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Beyond What Is Popular: Corporate Ghana Must Invest In The Least Sponsored Sports




Be it football, boxing, athletics, or tennis, Ghana has carved a reputation as a passionate sports nation. An interest that has been ingrained in the country’s culture and tradition, driving young people to sporting excellence and bolstering community development and social change.


This national interest notwithstanding, and while the importance of sports as an effective medium of change is not lost on many Governments and private stakeholders, there still exist huge gaps in funding opportunities for many sporting disciplines which have, over decades, proven to wield tremendous physical, social, and economic gain for the country.


It is for this reason that the Chief Executive Officer of the Ghana National Petroleum Corporation (GNPC), Opoku Ahweneeh Danquah, is leading a charge for greater investment and participation of Corporate Entities in growing some of Ghana’s least funded sporting disciplines.


GNPC has, through various strategies and partnerships, inserted itself as a distinguished agent of community and national sports development investing in football through its sponsorship of Ghana’s Senior National Football Team, the Black Stars, and the construction of several football pitches as means to not only boost professional football in the country but also to provide many talented youngsters with an opportunity to showcase their skills, get a chance to earn a living and also inspire them to pursue their dreams.


But to O-A Danquah, there is no end to the possibilities that exist in extending funding support to what he refuses to call ‘lesser-known sports’, explaining that many sporting disciplines in Ghana that are not very well known are just a decent support away from becoming mainstays like football.


Issuing a clarion call on Businesses and Corporate bodies to adopt and invest in at least one sporting discipline, he stressed that potential talents in Ghana are evenly distributed and are not limited to football. Adding that “the lack of an affirmative drive to fund disciplines such as field athletics, boxing or others is stifling the development of budding Ghanaian talent who have the potential to become global icons just like their football counterparts.”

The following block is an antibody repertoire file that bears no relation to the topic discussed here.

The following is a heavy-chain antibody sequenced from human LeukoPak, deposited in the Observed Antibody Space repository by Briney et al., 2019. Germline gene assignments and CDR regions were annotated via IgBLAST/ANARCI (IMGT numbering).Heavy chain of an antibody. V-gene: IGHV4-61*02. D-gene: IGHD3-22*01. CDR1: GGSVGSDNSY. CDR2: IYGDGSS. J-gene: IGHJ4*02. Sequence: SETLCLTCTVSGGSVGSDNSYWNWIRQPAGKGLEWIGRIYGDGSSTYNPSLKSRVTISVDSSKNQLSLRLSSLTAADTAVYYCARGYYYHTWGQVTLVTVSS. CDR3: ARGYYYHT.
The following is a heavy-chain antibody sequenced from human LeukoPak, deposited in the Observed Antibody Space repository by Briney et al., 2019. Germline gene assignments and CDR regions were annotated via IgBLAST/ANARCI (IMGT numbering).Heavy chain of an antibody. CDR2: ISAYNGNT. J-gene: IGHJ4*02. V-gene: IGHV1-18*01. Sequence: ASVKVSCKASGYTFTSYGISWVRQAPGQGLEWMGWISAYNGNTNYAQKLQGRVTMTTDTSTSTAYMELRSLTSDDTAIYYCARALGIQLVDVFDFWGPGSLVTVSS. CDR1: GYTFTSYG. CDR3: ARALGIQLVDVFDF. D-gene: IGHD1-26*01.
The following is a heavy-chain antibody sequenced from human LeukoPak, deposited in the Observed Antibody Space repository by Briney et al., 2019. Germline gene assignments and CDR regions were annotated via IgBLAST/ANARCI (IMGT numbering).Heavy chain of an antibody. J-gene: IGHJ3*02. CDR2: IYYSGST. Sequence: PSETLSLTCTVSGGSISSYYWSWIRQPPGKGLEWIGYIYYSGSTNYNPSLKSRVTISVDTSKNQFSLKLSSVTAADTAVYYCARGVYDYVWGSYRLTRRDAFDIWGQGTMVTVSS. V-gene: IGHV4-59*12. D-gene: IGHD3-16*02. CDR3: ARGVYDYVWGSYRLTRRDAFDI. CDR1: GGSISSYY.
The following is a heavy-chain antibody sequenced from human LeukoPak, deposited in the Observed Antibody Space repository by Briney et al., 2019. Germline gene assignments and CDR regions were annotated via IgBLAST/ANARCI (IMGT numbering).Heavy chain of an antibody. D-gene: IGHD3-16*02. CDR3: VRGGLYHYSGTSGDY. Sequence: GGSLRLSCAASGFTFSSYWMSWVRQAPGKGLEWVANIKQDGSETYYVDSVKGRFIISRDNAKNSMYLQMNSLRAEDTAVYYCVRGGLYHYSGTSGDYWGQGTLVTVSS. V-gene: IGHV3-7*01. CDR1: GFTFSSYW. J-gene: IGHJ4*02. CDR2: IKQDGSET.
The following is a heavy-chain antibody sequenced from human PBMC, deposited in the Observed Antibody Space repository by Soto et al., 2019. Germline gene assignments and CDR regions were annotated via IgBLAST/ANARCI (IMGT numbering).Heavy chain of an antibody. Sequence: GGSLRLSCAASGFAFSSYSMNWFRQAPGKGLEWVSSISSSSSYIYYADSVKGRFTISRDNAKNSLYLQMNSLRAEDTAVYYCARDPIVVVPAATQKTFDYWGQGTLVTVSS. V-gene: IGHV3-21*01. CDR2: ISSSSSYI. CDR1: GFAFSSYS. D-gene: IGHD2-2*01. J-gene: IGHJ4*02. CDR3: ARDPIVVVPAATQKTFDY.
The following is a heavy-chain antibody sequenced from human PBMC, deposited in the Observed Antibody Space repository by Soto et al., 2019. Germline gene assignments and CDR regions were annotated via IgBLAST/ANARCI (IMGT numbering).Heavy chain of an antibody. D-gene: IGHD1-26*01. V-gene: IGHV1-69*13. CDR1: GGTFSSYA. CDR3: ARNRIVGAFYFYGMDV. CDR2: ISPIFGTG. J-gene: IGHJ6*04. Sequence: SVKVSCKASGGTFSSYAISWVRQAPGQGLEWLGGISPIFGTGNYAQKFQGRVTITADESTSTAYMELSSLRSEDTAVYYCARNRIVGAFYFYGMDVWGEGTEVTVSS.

The GNPC CEO’s convictions are well accentuated by his sustained commitment to supporting the harnessing of the potential of young Ghanaian athletes through the Corporation’s investments and sponsorship of the Ghana’s Fastest Human (GFH) Competition which has consistently, from March to August each year since 2013, stirred up passion and interest in Ghana’s sprint sport with 100-meter competitions to find the fastest feet.


The program has nurtured some of the most talented individuals who are currently fast establishing their credentials as world-class athletes like Joseph Paul Amoah, Benjamin Azamati, and Grace Obuor with several others charting incredible paths towards household popularity with names such as Latifa Ali, Hor Horlitsu, Barnabas Aggerh, and last year’s favorite and overall winner in the Under 18 men’s category, Joe Andoh coming to fore as examples of athletes to watch out for in Ghana Sprints.


GNPC’s elaborate involvement in nurturing athletes through the GFH programe is even more elaborate in detail. The competition draws winners from each of the qualifying series across the regions to one location for the final races to determine who emerges winner in the different categories and for the crown as Ghana’s Fastest Human for that category and year after which some selected athletes are supported to try out to for scholarships abroad.


The program also offers a year’s full local scholarship to 4 other selected athletes – 2 male and 2 female – with packages comprising educational scholarship with tuition, contract with a top local nutritionist, technical support with training from the best local coaches and local sports psychologists. They also enjoy the services of a medical doctor and are all kitted by Adidas for the entire year with billboards erected with their pictures close to their schools or home area. These athletes get the rare opportunity of meeting with the the President of the Country, as well as the Asantehene with all the publicity it comes with.


The dedicated focus and attention on these athletes lends them ‘bragging rights,’ thereby increasing the stakes that motivates others to do better.


To GNPC, supporting the GFH program, is in recognition of a crucial need to raise champions in sporting disciplines that could equally bring glory to Ghana in the ways football has, but it means more.


“It has become a tool for promoting gender diversity and enhancing social integration and unity across different backgrounds within all regions and districts,” O-A Danquah said.


O-A Danquah has shown renewed resolve to continue with the program, challenging other corporations to also commit to lesser sponsored sports disciplines as long term commitments, which would feed into the greater drive of advancing sports in Ghana and Africa.

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